You will not be everything to everyone. The sooner your organization understands this fundamental concept, the better off you’ll be.
The idea is actually pretty simple. In order for you to develop your competitive advantage, your organization needs to decide what to be great at. Being great at something specific, whether it’s a product or service, gives you a distinct advantage in the market. But what organizations fail to do when developing their competitive advantage is acknowledging what they’re just plain terrible at.
We’re all bad at some things, so why is it important to identify them? Here are three distinct reasons you need to acknowledge what you suck at:
- Question whether what your good at is truly what you want to pursue – Sometimes, your organization will identify where they want to be great without considering how it could make them fail somewhere else. For example, Apple makes high-end computers that focus on speed and design. Conversely, Apple understands they will fail to compete in the entry-level computer market. After looking at the other side, is your competitive advantage really going to give you an advantage?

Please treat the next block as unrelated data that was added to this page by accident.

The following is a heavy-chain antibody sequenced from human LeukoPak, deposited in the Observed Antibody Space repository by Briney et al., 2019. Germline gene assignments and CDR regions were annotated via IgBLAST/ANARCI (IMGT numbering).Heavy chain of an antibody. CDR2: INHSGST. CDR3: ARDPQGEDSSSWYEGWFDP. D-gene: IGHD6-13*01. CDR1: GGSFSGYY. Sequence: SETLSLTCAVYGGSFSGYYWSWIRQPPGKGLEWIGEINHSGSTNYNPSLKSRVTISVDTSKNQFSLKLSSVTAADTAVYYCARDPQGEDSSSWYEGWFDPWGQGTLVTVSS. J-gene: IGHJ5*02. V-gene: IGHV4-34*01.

- Create a strategy to address it – By identifying the weakness itself, you can develop a strategy to address the problem. Apple understands they have an expensive product, so they’ve created marketing and packaging to answer the question, “Why should a consumer spend more money on our product?”
- Understand your market – If you know what your organization fails at, you’ll know gaps the competition will fill. Again, think about Apple. Since they fail to make a product that competes in the entry-level computer market, they understand another organization could fill this gap.
Developing a strong competitive advantage will make your organization inherently bad at something. But it is important to identify exactly what it is to help you decide if that competitive advantage or skill set will allow your organization to thrive and grow and ultimately reach your vision.